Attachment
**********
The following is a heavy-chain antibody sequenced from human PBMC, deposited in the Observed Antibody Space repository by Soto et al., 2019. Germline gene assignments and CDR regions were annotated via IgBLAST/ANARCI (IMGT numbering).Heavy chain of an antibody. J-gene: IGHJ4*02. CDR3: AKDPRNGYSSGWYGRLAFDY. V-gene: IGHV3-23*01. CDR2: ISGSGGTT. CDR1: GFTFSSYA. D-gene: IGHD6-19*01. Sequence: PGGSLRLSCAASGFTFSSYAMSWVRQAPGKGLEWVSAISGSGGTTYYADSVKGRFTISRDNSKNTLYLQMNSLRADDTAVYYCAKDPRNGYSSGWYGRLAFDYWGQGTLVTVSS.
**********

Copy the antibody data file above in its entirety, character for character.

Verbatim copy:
The following is a heavy-chain antibody sequenced from human PBMC, deposited in the Observed Antibody Space repository by Soto et al., 2019. Germline gene assignments and CDR regions were annotated via IgBLAST/ANARCI (IMGT numbering).Heavy chain of an antibody. J-gene: IGHJ4*02. CDR3: AKDPRNGYSSGWYGRLAFDY. V-gene: IGHV3-23*01. CDR2: ISGSGGTT. CDR1: GFTFSSYA. D-gene: IGHD6-19*01. Sequence: PGGSLRLSCAASGFTFSSYAMSWVRQAPGKGLEWVSAISGSGGTTYYADSVKGRFTISRDNSKNTLYLQMNSLRADDTAVYYCAKDPRNGYSSGWYGRLAFDYWGQGTLVTVSS.